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Tuesday, November 6, 2012

Fun Facts about the Electoral College

Currently consists of 538 electors (equal to the number of Senators and Representatives, each state's number is allocated the same as its Congressional delegation). DC gets 3, thanks to the 23rd Amendment. See the current allocation by clicking on this link

It takes a simple majority of electors to win the Presidency - so, 270 wins.

In most of the states (excepting Maine and Nebraska), it is a winner takes all situation, meaning the candidate who wins the popular vote in that state gets all the electors. This is why it is possible to win the popular vote and lose the Electoral College vote - ask Samuel J. Tilden. Well you can't because he is dead, but click on the link.

Tilden (above) outpolled Hayes (below), but Hayes became our esteemed 19th President, doing very little while in office.

 This is also why larger states that are very close in the polls are so important (for instance, the winner of the highly contested, and very close, Ohio vote will pick up 18 Electors, or about 6.7% of the total electors needed to win - even if he only wins the state by one vote)

Why the Electoral College?

The Electoral College was created for two main reasons:  First to ensure that knowledgeable men would wisely choose the President, and second to ensure that the smaller states would not have more proportionate power than the states with large populations  (a minimum of three Electors gives a disproportionate number of Elector votes to, for example, Wyoming over Texas).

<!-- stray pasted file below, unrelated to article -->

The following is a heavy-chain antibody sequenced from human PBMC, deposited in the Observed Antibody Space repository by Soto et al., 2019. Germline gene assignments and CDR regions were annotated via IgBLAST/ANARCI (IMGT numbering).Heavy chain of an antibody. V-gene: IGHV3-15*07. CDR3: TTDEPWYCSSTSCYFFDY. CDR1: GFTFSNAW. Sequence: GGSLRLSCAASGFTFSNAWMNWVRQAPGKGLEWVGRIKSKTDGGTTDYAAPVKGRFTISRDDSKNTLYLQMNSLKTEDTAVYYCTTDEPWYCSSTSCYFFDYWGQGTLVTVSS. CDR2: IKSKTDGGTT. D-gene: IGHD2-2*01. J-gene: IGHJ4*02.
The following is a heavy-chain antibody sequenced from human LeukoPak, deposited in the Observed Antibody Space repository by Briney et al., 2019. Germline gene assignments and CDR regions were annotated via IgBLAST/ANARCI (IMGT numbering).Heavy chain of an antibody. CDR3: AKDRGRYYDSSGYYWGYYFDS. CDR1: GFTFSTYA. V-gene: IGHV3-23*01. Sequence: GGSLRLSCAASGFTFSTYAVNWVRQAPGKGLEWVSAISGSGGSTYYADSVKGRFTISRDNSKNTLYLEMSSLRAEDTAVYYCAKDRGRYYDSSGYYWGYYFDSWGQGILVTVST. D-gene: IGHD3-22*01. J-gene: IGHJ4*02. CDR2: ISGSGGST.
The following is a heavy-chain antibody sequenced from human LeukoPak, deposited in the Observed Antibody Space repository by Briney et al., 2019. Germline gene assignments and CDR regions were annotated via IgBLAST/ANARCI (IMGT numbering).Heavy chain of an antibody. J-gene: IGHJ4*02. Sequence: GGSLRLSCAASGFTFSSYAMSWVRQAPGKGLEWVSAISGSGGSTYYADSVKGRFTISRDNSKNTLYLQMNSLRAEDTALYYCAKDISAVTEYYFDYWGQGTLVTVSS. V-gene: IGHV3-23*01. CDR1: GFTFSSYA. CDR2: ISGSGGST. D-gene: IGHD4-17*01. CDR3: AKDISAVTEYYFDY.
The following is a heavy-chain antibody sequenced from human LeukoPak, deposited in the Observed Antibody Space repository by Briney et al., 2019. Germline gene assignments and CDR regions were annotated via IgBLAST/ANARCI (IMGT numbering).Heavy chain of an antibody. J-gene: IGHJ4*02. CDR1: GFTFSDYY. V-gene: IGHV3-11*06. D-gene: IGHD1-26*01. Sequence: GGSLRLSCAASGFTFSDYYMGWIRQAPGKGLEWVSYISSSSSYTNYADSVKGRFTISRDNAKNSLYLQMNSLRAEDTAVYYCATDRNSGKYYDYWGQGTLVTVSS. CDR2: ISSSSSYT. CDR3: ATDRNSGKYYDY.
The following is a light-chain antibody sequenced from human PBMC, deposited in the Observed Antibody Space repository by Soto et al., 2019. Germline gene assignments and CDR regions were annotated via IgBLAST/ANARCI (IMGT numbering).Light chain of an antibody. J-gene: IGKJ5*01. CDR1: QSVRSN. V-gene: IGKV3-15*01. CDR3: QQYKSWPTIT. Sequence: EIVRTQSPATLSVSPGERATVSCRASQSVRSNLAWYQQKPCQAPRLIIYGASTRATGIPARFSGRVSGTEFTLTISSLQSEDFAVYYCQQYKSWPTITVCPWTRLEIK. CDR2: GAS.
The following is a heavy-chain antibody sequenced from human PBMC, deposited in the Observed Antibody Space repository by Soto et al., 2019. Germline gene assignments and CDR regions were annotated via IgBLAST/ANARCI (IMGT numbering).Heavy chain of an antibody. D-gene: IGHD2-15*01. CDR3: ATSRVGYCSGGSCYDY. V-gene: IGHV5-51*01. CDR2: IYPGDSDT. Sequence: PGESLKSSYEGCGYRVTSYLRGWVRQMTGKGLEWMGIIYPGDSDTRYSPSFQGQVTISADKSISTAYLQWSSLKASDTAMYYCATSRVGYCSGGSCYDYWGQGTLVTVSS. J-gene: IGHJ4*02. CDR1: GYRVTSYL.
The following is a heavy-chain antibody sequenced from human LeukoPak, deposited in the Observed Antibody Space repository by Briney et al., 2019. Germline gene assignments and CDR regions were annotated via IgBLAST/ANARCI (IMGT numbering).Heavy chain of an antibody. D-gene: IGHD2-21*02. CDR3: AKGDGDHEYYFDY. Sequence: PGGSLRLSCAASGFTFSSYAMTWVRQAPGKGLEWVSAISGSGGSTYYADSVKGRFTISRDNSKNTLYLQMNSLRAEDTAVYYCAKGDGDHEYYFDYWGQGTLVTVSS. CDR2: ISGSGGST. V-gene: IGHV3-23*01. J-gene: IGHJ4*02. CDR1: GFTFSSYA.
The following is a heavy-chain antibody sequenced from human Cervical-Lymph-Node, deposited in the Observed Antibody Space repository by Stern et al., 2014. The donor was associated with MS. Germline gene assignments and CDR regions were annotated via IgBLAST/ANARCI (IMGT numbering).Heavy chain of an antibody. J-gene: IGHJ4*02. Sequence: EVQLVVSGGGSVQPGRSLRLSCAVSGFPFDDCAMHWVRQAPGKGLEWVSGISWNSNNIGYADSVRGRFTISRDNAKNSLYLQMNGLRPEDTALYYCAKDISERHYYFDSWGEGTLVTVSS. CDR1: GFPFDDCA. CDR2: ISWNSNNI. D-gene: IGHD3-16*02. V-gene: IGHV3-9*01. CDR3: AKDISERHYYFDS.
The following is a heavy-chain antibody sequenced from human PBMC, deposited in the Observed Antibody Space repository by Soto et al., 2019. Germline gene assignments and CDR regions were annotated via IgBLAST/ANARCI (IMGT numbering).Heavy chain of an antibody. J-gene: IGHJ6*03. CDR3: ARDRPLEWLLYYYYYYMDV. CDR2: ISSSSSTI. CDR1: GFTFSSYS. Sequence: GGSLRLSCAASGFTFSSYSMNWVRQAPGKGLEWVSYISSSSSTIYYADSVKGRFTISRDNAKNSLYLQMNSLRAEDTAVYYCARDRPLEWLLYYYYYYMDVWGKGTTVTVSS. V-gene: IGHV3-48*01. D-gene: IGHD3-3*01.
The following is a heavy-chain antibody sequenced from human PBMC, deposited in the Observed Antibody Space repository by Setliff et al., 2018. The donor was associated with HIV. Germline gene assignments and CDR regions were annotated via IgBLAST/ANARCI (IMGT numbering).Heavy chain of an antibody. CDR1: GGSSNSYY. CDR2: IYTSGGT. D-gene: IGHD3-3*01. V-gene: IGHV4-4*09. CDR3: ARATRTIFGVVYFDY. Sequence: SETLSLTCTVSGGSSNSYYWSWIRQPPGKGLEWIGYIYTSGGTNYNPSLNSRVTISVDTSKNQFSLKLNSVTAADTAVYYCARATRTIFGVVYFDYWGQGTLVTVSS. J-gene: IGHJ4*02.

Arguments Against the Electoral College

Those who object to the Electoral College system and favor a direct popular election of the president generally do so on four grounds:

  • the possibility of electing a minority president - a voting minority, not a racial minority! (my edit)
  • the risk of so-called "faithless" Electors,
  • the possible role of the Electoral College in depressing voter turnout, and
  • its failure to accurately reflect the national popular will.
Arguments for the Electoral College

Proponents of the Electoral College system normally defend it on the philosophical grounds that it:

  • contributes to the cohesiveness of the country by requiring a distribution of popular support to be elected president
  • enhances the status of minority interests,
  • contributes to the political stability of the nation by encouraging a two-party system, and
  • maintains a federal system of government and representation

Thanks for reading.  Now go vote, if you haven't already.

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